Courtesy of the artist – Piet Mondrian; Composition in Red, Blue, and Yellow 1937-42; oil on canvas; 23 3/4 x 21 7/8 in. (60.3 x 55.4 cm.); The Sidney and Harriet Janis Collection; and the art museum – MoMA
March 7 is the birthday of one of the greatest artists of the 20th century, also the Dutch painter and theoretician Pieter Cornelis Mondriaan (1872 -1944), the creation and life of this painter who loves frames.
Talking about Mondrian, we firstly should discuss his squares of different sizes drawn in three primary colours. In fact, when the Dutch painter first debuted, he was not a fan of abstraction, and even willing to create landscape paintings in a realistic style. As much as that we juxtapose his early and mature works, it’s hard to imagine that these different creations came from the same person.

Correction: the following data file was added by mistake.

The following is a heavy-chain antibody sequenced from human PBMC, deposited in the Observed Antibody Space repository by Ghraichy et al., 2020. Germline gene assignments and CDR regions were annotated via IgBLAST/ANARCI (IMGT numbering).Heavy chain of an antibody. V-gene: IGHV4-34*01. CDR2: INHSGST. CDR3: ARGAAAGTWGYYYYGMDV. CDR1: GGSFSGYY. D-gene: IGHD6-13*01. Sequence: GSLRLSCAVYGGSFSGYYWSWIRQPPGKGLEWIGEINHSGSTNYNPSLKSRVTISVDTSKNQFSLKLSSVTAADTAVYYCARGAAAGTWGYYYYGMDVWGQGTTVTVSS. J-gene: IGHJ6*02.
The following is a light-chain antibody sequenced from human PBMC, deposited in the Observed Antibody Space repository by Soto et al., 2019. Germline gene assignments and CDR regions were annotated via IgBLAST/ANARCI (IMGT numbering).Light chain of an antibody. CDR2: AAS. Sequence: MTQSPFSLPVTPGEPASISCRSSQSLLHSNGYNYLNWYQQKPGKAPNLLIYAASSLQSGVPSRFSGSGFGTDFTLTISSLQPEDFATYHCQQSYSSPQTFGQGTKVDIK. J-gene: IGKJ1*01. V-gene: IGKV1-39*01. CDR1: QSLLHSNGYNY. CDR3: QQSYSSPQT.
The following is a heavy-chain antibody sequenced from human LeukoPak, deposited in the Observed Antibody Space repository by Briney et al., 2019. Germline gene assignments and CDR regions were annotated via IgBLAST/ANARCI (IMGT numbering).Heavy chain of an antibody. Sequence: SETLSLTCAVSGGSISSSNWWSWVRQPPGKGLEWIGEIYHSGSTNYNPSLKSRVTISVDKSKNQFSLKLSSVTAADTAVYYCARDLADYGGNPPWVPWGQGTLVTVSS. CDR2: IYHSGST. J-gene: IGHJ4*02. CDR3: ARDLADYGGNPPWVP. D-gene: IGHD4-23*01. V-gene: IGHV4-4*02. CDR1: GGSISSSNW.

In the early 20th century of Paris, the center of world art, where various styles and genres collided, creating an extremely beautiful and gorgeous art scene. During the 3 or 4 years in Paris, the Dutch came into contact with cubism and tried to connect music with painting, looking for a sense of rhythm in paintings. When World War I broke out in 1914, when he returned to his hometown, he was no longer a realistic painter who only described natural landscapes.
Afterwards, Mondrian stepped in and moved between Amsterdam, Paris, London, and New York to create the “style school” and constantly explore new artistic languages. Gradually, he can no longer see curves or colours other than the three primary colours in his paintings. The red, yellow and blue squares seem simple and repetitive, but they actually accommodate the artist’s ultimate pursuit of abstraction and rhythm.